Monday, August 27, 2012

Platform Churn...

This is another post that captures (indirectly) some of the complexity of the platform choices that devs need to try to make.

I have been thinking about this a bit recently, that the life span of the platforms is shortening and the uncertainty is increasing.  If you assume there is some sort of fairly fixed start-up cost for a developer to get on board a new platform, and to master it, then the useful lifespan of a platform from one of the large enterprises looks pretty horrible. 

My sense is that its only the open platforms with big community buy in (C++, Node.js, Mono, OpenGL etc) , built over other open or flexible platforms (HTML, HTTP etc) that have any sense of longevity.

Corporate platforms that require large investments and have similarly large political overheads can be canned simply because the corp changed direction, or the politics shifted. The point being that it takes only a few people to effectively kill the platform and the collective investment by the community.  This has to be seen as a giant risk to anyone thinking of committing to one of these monolithic beasts.  (Is there a word to describe single ownership ... I keep thinking "single-point-of-failure", "fragile", but they don't encapsulate the concept cleanly)

While trying to describe the situation I started listing some of the life-span issues:

* Shorter life-span
* Higher Uncertainty
* Greater evolution through their lifespan
* Less open and clear communication
* Abrupt terminations

The lost flow on effects are:

* Documentation and book support
* Best practice and body-of-knowledge growth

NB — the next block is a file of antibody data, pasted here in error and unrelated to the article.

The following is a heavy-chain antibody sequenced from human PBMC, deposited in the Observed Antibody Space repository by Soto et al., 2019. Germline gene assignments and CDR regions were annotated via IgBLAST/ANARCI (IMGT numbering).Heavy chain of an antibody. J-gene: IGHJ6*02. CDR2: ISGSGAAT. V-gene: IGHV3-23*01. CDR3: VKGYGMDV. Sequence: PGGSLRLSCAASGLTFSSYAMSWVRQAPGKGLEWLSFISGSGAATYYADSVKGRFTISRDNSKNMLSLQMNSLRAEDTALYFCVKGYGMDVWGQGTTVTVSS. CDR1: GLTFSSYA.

* User Community and Ecosystem curation and growth
* Third party integration
* Third party extension
* In-depth security research and testing

The biggest issues that I see is the fatigue in the whole developer sphere.   Committing to a platform is a multi-year investment by a developer. To commit, build experience and knowledge and then to have the platform die, can be traumatic in terms of business, job, product, but also in terms of leaving a hole in your CV, wasting all the "personal" time and attention that you may have invested and robbing you of the cumulative benefit of growing into and with the platform.

I see the net effect of robbing the total developer community of energy and resources.  There are only so many developers coming on-stream every year and for major products to bloom and die rapidly tears great big holes in the community.  Think of the millions of man hours of labour that have been poured into something like Silverlight.  All that investment, mostly not carried by Microsoft, but by independent businesses, individuals, students, courseware developers, book publishers, etc. Its all now basically been made irrelevant and trashed.  Not because Silverlight has been officially executed.. but its looks like its on life support.  Who in their right mind would start a new career focusing on silverlight at the moment? 

The same problem occurs around all the fad languages.  Especially those with closed business models (Delphi?) or have a single flagship developer who "owns" the language and its future.

I think that having a couple of these platform die-offs on your CV would pretty much end you.  If you assume 2-4 year commitment for a platform, and that your earnings suck when you are starting up on a new platform and suck as the platform is dying... then you may only see 1 out of 4 years where you are getting paid the market rate. (Assuming you are fully employed through that period...its my game, so my assumptions. I'm making a point, not telling a story.) That's pretty horrible odds.

So whats the answer?  Avoid proprietary platforms?  Wait for one to mature?  Let others take the risk? Follow the crowd?  Ride the pretty Unicorn?